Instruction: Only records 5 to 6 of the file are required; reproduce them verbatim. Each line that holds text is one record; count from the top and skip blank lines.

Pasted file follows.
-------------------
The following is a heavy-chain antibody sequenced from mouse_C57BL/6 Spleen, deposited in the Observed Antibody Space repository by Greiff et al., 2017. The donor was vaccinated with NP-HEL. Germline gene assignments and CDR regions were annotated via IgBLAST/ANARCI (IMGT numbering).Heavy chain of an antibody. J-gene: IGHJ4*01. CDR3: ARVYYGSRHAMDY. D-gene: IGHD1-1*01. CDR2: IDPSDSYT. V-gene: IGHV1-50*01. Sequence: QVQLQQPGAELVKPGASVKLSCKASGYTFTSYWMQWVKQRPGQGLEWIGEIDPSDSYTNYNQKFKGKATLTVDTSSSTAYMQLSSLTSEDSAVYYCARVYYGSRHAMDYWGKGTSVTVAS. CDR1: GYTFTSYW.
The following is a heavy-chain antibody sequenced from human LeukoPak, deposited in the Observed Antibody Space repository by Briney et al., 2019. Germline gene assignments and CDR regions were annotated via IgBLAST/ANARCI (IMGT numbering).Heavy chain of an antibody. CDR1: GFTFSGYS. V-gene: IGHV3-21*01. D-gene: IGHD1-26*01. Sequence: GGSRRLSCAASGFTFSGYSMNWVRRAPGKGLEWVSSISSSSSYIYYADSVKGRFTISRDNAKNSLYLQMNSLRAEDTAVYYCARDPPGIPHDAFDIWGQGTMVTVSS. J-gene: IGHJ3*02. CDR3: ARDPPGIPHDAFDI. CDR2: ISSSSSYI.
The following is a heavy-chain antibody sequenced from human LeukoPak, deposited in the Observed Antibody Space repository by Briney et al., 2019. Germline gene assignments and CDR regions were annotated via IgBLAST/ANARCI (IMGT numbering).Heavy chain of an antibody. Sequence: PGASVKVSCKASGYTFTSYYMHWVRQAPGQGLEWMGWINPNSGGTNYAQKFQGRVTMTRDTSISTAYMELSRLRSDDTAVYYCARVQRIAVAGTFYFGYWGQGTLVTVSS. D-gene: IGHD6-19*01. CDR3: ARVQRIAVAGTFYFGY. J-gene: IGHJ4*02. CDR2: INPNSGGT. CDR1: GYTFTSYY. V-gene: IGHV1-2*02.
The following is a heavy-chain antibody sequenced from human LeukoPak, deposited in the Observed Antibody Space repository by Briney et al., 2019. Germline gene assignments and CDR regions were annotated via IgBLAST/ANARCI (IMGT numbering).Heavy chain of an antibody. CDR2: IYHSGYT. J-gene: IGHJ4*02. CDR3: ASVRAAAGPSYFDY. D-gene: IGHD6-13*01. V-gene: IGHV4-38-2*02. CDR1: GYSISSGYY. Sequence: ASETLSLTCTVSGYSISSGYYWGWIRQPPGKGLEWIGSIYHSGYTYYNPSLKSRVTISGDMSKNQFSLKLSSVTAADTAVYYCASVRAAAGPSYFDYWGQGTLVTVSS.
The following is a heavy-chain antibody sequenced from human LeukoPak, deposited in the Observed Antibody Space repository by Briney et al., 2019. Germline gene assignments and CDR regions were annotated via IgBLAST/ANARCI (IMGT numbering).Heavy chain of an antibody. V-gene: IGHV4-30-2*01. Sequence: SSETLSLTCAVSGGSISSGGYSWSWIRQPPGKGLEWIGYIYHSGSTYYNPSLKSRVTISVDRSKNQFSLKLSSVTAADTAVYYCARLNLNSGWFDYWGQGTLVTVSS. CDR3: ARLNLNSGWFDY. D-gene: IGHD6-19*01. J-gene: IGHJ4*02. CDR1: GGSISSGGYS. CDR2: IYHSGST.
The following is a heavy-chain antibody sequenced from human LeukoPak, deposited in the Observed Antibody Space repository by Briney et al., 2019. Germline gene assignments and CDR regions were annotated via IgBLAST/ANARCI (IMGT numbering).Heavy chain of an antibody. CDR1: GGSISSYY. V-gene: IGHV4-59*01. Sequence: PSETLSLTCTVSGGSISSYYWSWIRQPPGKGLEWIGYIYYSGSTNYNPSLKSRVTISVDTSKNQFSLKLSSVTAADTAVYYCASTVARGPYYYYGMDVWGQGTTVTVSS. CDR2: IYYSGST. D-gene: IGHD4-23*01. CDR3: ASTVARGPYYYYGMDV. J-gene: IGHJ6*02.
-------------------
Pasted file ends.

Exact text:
The following is a heavy-chain antibody sequenced from human LeukoPak, deposited in the Observed Antibody Space repository by Briney et al., 2019. Germline gene assignments and CDR regions were annotated via IgBLAST/ANARCI (IMGT numbering).Heavy chain of an antibody. V-gene: IGHV4-30-2*01. Sequence: SSETLSLTCAVSGGSISSGGYSWSWIRQPPGKGLEWIGYIYHSGSTYYNPSLKSRVTISVDRSKNQFSLKLSSVTAADTAVYYCARLNLNSGWFDYWGQGTLVTVSS. CDR3: ARLNLNSGWFDY. D-gene: IGHD6-19*01. J-gene: IGHJ4*02. CDR1: GGSISSGGYS. CDR2: IYHSGST.
The following is a heavy-chain antibody sequenced from human LeukoPak, deposited in the Observed Antibody Space repository by Briney et al., 2019. Germline gene assignments and CDR regions were annotated via IgBLAST/ANARCI (IMGT numbering).Heavy chain of an antibody. CDR1: GGSISSYY. V-gene: IGHV4-59*01. Sequence: PSETLSLTCTVSGGSISSYYWSWIRQPPGKGLEWIGYIYYSGSTNYNPSLKSRVTISVDTSKNQFSLKLSSVTAADTAVYYCASTVARGPYYYYGMDVWGQGTTVTVSS. CDR2: IYYSGST. D-gene: IGHD4-23*01. CDR3: ASTVARGPYYYYGMDV. J-gene: IGHJ6*02.